Eight kinds of space your office needs for activity-based working

Providing employees a diversity of space types that match their work style can set the stage for higher productivity, morale, and retention

Space is a powerful tool to foster engagement, inspire innovation, and drive productivity. But what exactly does an optimal space look like? In the Science of Space, we explore how the science of intentional design can turn any work environment into a holistic experience.

Employees today seek both flexibility and autonomy—and companies that wish to attract and retain top talent are starting to think outside the 9-to-5 cubicle. Instead of the traditional office layout, in which employees sit at one desk all day, companies are embracing more flexible workspaces or even activity-based working

What is activity-based working?

Activity-based working is a work style in which employees have different spaces related to the various tasks they need to complete throughout the day, and they are able to choose when and how they work. This might include common areas to connect with other teams, conference rooms to present new ideas, and quiet spaces to focus.   

What are the benefits of an activity-based workspace?

A recent survey of employees by WeWork and Reuters found that when U.S. workers were asked what would make them more satisfied with their job, the top wish was better work areas/facilities (13 percent). That response even edged out higher pay (9 percent), better hours, and more vacation time.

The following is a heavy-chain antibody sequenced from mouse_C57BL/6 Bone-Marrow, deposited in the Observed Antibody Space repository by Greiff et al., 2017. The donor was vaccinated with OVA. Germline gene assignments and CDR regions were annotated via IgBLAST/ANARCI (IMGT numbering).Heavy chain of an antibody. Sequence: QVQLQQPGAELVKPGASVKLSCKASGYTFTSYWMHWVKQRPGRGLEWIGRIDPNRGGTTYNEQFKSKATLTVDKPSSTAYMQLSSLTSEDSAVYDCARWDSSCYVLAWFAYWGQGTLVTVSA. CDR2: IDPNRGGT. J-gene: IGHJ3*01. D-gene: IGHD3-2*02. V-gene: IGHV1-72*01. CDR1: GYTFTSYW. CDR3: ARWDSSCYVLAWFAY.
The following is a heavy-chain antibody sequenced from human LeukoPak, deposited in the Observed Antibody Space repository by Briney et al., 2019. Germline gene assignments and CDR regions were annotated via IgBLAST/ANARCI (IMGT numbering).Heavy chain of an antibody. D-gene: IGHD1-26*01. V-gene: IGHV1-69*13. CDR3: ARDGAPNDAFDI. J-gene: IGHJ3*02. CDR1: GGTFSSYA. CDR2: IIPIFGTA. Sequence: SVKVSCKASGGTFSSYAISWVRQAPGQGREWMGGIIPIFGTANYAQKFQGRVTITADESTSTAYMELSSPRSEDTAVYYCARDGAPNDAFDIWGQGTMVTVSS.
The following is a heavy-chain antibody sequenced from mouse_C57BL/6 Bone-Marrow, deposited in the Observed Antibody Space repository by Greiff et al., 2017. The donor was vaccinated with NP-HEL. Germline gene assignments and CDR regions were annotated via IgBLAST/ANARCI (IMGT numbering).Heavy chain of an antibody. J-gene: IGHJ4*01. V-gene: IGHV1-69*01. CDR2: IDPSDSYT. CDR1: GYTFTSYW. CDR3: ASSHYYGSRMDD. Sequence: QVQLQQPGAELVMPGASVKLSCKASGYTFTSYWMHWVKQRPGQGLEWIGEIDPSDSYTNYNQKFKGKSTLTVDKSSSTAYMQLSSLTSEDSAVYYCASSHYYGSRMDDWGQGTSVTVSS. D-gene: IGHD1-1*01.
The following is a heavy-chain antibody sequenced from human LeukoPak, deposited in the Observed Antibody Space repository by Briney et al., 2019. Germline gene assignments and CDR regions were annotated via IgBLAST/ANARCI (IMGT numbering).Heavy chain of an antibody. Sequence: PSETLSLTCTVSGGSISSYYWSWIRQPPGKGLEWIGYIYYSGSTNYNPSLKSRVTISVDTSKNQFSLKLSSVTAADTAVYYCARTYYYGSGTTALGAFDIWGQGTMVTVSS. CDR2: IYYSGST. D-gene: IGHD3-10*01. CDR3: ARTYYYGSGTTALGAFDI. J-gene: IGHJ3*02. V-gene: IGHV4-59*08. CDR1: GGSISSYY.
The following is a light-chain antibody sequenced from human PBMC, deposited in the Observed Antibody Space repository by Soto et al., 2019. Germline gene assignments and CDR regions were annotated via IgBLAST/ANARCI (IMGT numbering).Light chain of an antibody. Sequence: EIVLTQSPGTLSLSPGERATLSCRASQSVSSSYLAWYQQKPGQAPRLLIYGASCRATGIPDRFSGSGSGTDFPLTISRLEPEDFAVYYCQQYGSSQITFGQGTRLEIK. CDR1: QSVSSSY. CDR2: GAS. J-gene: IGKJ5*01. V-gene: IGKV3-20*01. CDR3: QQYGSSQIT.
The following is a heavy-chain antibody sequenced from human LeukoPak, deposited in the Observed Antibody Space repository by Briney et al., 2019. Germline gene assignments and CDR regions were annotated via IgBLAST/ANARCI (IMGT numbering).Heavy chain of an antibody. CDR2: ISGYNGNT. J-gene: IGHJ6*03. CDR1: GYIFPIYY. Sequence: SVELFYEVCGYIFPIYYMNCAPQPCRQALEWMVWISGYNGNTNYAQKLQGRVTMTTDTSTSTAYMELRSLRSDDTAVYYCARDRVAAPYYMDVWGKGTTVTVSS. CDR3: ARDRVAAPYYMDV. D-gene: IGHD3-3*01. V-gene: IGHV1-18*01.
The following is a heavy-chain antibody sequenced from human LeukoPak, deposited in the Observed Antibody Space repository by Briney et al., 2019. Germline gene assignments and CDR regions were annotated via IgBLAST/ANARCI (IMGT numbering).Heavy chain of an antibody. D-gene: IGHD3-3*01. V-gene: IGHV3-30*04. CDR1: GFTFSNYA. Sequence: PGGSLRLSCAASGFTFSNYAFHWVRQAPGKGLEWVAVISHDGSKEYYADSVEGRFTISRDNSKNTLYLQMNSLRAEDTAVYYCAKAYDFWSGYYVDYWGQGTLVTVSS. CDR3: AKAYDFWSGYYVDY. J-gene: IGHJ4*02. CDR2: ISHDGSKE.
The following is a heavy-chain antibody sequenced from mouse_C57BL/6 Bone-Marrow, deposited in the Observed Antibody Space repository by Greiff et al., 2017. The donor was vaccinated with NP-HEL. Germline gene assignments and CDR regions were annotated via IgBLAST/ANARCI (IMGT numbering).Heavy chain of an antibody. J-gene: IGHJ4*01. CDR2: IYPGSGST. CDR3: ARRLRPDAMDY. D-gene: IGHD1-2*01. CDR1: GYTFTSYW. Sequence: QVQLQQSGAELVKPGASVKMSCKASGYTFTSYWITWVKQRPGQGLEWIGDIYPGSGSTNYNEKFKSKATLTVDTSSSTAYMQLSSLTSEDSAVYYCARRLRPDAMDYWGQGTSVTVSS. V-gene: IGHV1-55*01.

As such, many forward-thinking companies are recognizing that a flexible workspace, which allows for a diversity of work styles such as activity-based working, doesn’t just keep employees happy; it has an impact on their bottom line. Providing staff with more freedom to move around and comfortable surroundings that make it easier to do their jobs can go a long way. 

Eight innovative spatial features for activity-based working

These spatial features are helping enterprise companies break out of the cubicle mold and head into the future of flexible workspace:

Phone booths

When people need a quiet place for a client call or focused work requiring concentration (think writing or data-crunching), they can just slip into a cozy phone booth. This one in WeWork Air China Century in Beijing provides a bright, colorful space with sliding glass doors and comfortable seating that ensures that they won’t feel closed in.

Café-style atmospheres with hot desks

The main lounge in WeWork Yeouido Station in Seoul feels more like a bustling café than an office. Its long tables with work desks, semicircle booths for smaller group chats, and intimate couch and coffee-table areas make for a perfect blend of seating options. There’s even a stage area for informal presentations or maybe even downtime performances. As for the decor, it couldn’t be more inviting thanks to the mix of bright and traditional leather seating, greenery, and natural light.

Restaurant-style booths